I was mugged once, too. I had my kids with me — a six-month old in my arms and a three-year-old by the hand. The guy tried to take my purse. Did I let him? No, I fought back. Never dropping the baby. Then I remembered to scream and neighbors came our of their houses. My purse strap broke and the bad guy got away (until he was caught later that night trying to cash my check at the grocery store).

    I’ve never tried to figure out why I fought back. I just did. And it probably wasn’t the smartest thing in the world with my kids there. But what are my wounds and blind spots that made me react that way? Why didn’t I just let my purse go? Because it was filled with Chuckee Cheese tickets? I don’t think so.

  13. In my Vampire Syndrome Saga, vampirism is transmitted by sexual intercourse. Two of my major characters slept with vampires who didn’t bother to tell them what they would become afterward. This leaves lingering psychological effects upon their consciences, even a century or two later. This may be why Damien and Lilith’s 253-year marriage is so rocky. Damien has never quite forgiven Lilith for not telling him he would become a vampire, simply by consumating their attraction. 😈

    • Lanette Kauten on January 30, 2015 at 5:54 pm
    • Reply

    My mother is a musical prodigy and had expected her children to inherit her natural talent. None of us did. Growing up as a talentless daughter of a prodigy was difficult, as would be expected, but what’s not expected and more difficult was that she didn’t foster the gifts I was born with. This mother-daughter tension is explored in all my books, at least so far. As to any blind spots it may have created, I encouraged my daughter’s gift for art to the point she has no desire to draw anymore, which has left me completely perplexed. “I’m encouraging you, dammit! Pick up that expensive art pencil I bought for you and draw on the expensive art paper and create something magical because I know you’re a brilliant artist.”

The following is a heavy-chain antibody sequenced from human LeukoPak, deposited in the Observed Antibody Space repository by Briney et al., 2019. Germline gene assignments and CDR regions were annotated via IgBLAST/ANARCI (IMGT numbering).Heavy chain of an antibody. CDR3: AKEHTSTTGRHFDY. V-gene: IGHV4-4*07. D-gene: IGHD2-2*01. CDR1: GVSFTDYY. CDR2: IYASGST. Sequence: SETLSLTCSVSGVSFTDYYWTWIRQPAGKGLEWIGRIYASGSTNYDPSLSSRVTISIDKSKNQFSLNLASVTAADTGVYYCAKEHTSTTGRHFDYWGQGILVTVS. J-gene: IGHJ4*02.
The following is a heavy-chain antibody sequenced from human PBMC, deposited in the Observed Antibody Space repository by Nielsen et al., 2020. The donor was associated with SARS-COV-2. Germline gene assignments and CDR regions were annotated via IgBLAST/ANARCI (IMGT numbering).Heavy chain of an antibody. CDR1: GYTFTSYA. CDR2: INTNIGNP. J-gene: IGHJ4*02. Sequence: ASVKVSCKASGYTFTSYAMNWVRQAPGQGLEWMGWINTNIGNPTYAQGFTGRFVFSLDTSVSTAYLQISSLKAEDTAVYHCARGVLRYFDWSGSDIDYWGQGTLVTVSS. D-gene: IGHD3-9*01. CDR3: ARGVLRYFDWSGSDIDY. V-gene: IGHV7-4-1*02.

And Kristen, you’re a total hottie.

    1. It goes with being Kristen or Kristin 😉 . I know the feeling. Grandfather was a business GENIUS. Thought the ONLY degree worthwhile was business. Then I majored in Political Economy and he was mad as a hornet and I told hime, “Fine, pay for my college and I will major in whatever you want.” 😛

  14. Wonderful post. Makes me want to see Top Gun again. My greatest strength is seeing the good in people. This backfires though, because sometimes I’m blind to a lot of negatives parts to a person because I’m seeing one tiny sparkle of goodness. It can take me a long time to finally wake up and smelled the spoiled coffee.

    • jodenton445 on January 30, 2015 at 7:49 pm
    • Reply

    Awesome post! It’s amazing how many ‘aha’moments I get when I read your posts, Kristen. Thanks so much.

  15. We can’t be our wounds. But that struggle in itself is my life’s work in writing 🙂

  16. Reblogged this on ugiridharaprasad.

  17. I am on the umpteenth re-write of my novel and I have been working on keeping my characters real. I guess my blind spot in writing was not seeing that they need a blind spot. Thank you Kristen! I love reading your posts. They always seem to be spot on advice that I need at just the right moment in time.

  18. I am aware of the “All Protagonists Must Have Flaws rule” in fiction, and I have a question.

    The story is an action, adventure, sci-fi romance. It requires realistic time travel that starts in 2050 and ends in 2553. That might be possible using time dilation, which is proven every second of every day by each one of the functioning global positioning satellites in space, and nuclear fusion. It, too, has been proven, and millions are being spent now to develop it as usable power source.

    Assume you are part of the NASA team charged with selecting the first two astronauts to travel through 500 light years of interstellar space as the crew of the first starship. The ship and launch will cost about 35 billion dollars. Would you look for pilots who have unblemished records as graduates of military service academies with their stringent honor codes, who have demonstrated intelligence and courage, and who make the highest scores in training and tests, including psychological fitness tests? Or would you look for people with flaws?